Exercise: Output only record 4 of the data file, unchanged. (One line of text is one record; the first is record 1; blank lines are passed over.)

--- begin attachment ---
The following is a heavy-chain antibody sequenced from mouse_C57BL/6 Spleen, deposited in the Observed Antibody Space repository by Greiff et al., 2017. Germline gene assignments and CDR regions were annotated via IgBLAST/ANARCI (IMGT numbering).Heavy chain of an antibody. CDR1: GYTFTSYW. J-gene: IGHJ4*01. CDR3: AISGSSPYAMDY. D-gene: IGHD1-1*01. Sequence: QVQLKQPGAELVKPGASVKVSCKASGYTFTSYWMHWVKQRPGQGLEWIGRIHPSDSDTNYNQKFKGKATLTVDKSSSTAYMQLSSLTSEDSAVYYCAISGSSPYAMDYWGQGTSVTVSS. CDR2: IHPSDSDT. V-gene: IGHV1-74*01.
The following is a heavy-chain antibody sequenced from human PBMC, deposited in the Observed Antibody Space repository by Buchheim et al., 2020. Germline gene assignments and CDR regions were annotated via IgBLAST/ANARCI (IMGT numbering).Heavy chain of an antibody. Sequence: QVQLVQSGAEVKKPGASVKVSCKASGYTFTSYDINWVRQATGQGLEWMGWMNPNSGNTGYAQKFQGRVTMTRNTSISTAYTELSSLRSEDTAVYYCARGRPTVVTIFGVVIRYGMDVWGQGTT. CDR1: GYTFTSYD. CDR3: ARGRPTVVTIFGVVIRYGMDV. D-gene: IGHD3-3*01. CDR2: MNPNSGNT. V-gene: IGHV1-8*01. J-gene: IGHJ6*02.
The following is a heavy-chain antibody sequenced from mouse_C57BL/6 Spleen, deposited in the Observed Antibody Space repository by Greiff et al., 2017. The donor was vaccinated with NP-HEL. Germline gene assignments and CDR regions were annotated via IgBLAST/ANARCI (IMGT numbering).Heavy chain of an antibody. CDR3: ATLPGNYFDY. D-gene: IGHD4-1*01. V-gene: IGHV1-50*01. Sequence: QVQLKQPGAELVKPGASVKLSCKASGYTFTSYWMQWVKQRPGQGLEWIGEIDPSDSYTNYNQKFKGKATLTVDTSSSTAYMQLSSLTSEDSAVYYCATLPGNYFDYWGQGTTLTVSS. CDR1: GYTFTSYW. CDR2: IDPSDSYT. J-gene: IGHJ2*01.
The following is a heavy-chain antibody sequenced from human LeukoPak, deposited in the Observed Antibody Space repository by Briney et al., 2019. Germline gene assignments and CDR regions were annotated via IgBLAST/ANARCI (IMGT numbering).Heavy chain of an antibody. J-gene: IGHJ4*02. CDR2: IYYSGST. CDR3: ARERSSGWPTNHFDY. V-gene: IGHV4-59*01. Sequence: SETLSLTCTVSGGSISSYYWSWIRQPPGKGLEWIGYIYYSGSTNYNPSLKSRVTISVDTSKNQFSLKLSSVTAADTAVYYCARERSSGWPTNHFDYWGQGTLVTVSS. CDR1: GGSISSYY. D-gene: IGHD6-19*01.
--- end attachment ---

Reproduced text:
The following is a heavy-chain antibody sequenced from human LeukoPak, deposited in the Observed Antibody Space repository by Briney et al., 2019. Germline gene assignments and CDR regions were annotated via IgBLAST/ANARCI (IMGT numbering).Heavy chain of an antibody. J-gene: IGHJ4*02. CDR2: IYYSGST. CDR3: ARERSSGWPTNHFDY. V-gene: IGHV4-59*01. Sequence: SETLSLTCTVSGGSISSYYWSWIRQPPGKGLEWIGYIYYSGSTNYNPSLKSRVTISVDTSKNQFSLKLSSVTAADTAVYYCARERSSGWPTNHFDYWGQGTLVTVSS. CDR1: GGSISSYY. D-gene: IGHD6-19*01.